unadulterated contains our unvarnished views on sustainability. Use these insights and musings to inspire and accelerate your journey.
With many companies in the goal-planning stage as they retire 2015 targets and set new ones, it is an appropriate time to evaluate our troubled relationship with carbon goals. Despite strong agreement within the scientific community that we need to keep global temperatures from rising more than 2 degrees Celsius, or 3.6 degrees Fahrenheit (PDF), I’m not seeing goals that are bold enough to get us where we need to go.
This article was co-authored with Mark Rossi and Sally Edwards
2014 was a year of stunning statistics and some moments of brilliance from a few brands. Unfortunately, most of the numbers were of the gloom and doom variety: warmest year, worst drought, worsening economic inequality — not to mention Ebola, war, and a looming sixth Great Extinction. Was the business community’s response proportionate to the scale of the problems that were revealed? What actions stand out? I have five, admittedly subjective, awards to give out.
A whopping 97 percent of environmental impacts in the retail sector come from the product itself — from raw materials, transportation and product manufacturing. With impacts so heavily weighted in the supply chain, retailers are increasingly and creatively wading upstream to partner with their suppliers on their greatest impacts. The key to success lies in selecting the appropriate supplier engagement method and then using that approach as a vehicle to deeper collaboration. But can successful retailer approaches truly motivate meaningful supply chain improvements?
A shocking dichotomy exists in our food system. The more than 70 percent of the global population that is food insecure are the very people we rely on to produce about 70 percent (PDF) of the world's food supply. They are typically small farmers living in rural areas across the globe.
All businesses value consumer and employee loyalty and the opportunity to shape the playing field in which they operate. Mission-driven businesses such as B Corps Seventh Generation and Ben & Jerry’s are finding that having an authentic purpose that resonates with their customers opens the door to exciting approaches to activism that engage their base in powerful ways. The union of company and employee passions not only boosts loyalty but also can lead to successful advocacy for shared causes. Conventional companies seeking to emulate their successes should follow three key steps: (Read More Here)
Food and beverage companies are beginning to realize the importance of sustainability, with a growing number of companies working to advance environmental and social improvement in product ingredients, manufacturing, and packaging through to end-of-life. However, the sector as a whole is lagging behind other industries in taking sustainability action and generating the associated business benefits. What steps can these companies take to join the leaders?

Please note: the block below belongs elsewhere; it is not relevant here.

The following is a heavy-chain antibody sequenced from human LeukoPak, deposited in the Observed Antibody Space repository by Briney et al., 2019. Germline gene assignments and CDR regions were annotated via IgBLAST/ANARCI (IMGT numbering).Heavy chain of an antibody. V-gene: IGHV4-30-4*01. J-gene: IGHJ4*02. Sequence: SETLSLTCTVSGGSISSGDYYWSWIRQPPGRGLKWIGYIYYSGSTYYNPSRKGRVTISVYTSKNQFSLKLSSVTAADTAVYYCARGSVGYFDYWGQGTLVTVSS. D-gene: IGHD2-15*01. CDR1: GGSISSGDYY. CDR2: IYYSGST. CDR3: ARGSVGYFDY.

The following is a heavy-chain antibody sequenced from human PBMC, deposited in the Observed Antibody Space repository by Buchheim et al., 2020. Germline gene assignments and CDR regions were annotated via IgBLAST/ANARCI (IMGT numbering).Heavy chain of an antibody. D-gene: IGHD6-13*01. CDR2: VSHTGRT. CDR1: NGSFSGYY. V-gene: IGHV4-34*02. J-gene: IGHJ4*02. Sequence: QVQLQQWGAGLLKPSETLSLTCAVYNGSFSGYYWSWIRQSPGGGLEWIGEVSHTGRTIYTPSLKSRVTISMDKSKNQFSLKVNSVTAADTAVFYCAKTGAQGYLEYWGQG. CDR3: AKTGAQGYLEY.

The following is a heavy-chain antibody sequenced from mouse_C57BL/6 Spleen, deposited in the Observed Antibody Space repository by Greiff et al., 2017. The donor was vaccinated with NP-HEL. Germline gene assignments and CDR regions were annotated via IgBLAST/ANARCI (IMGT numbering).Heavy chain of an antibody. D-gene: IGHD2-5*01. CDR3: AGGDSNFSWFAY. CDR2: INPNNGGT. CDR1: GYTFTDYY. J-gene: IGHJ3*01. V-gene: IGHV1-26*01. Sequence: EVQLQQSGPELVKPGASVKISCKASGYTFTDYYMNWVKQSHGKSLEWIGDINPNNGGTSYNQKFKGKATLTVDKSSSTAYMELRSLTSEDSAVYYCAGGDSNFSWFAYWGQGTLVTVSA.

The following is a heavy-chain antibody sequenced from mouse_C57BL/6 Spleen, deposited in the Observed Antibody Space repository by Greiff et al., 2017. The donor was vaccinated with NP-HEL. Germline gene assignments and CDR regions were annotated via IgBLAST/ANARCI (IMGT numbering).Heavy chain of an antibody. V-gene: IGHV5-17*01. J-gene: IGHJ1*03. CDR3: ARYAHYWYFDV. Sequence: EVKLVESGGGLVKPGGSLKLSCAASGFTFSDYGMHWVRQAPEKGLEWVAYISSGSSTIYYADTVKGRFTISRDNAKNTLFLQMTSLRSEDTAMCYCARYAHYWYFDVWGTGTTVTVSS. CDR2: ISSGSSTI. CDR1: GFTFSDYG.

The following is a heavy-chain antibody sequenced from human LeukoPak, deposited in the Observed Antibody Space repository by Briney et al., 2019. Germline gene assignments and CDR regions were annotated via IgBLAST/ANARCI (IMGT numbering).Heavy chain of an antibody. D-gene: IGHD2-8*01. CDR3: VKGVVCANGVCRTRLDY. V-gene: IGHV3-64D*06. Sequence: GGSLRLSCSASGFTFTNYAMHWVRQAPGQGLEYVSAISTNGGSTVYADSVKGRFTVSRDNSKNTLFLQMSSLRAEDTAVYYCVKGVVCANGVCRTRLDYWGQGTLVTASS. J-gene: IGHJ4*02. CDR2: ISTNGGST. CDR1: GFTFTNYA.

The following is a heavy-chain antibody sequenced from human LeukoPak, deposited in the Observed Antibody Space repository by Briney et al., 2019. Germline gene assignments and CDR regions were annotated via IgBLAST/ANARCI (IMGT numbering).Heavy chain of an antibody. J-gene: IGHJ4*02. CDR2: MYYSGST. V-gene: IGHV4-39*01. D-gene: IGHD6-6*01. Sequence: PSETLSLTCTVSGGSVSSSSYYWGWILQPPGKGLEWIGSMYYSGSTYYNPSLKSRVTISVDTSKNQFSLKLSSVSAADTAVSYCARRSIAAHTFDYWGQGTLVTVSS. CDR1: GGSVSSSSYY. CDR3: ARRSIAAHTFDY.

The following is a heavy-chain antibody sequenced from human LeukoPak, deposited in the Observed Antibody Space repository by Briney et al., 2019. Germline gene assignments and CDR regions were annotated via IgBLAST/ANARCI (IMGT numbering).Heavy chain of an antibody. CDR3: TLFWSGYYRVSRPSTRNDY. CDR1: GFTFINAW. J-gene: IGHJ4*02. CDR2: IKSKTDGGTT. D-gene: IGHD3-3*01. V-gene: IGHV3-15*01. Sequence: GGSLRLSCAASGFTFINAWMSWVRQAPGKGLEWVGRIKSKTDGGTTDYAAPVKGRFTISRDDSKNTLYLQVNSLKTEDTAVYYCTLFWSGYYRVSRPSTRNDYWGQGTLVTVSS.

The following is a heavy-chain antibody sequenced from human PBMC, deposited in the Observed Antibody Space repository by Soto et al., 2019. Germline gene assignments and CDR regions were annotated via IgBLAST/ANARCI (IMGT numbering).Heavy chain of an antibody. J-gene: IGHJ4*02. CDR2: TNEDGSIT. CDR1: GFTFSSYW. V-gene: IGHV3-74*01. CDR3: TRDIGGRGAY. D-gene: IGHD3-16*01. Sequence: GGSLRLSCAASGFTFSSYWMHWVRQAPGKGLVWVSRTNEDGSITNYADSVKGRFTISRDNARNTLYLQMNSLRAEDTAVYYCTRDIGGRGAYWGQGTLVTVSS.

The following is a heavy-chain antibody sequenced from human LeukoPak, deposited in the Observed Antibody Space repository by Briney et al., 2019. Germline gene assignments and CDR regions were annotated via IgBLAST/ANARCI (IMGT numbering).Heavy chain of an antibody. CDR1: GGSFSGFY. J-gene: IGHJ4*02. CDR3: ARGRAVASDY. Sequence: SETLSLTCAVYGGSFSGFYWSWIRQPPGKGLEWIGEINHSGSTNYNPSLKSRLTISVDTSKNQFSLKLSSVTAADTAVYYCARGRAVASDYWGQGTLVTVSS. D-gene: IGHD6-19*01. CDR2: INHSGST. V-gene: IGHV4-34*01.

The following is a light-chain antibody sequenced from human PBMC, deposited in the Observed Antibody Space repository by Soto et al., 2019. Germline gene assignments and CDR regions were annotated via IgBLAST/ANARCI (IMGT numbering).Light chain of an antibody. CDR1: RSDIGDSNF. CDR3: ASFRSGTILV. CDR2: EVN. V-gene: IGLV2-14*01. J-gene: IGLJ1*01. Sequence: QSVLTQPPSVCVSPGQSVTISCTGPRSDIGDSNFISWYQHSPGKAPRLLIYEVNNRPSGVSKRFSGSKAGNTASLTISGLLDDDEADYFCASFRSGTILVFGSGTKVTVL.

Walmart is the top retailer driving companies to invest in product sustainability, followed by Target, Costco and Nordstrom, according to research released by Pure Strategies in the report, The Path to Product Sustainability. The research, completed in February 2014 with 100 global consumer product companies such as The Coca Cola Company, Henkel and Timberland, finds that retailers, along with corporate strategy and CEO vision, are the primary reasons firms are incorporating product efforts in their sustainability programs.
Successful companies rapidly are bringing sustainability into product development. The Pure Strategies report "The Path to Product Sustainability" uncovers this emerging trend. Research participant Reckitt Benckiser has been at the forefront of this trend and demonstrates the best practices identified in the research. RB is a global health, hygiene and home company with brands including Clearasil, Lysol, Scholl and Woolite.Read More
Keeping up with growing demands for chemical data using spreadsheets or simple databases will become increasingly unrealistic. Managers need tools that enable them to organize, analyze and make decisions about chemicals and materials in their supply chains and products — and they need to do this quickly and accurately. Read More
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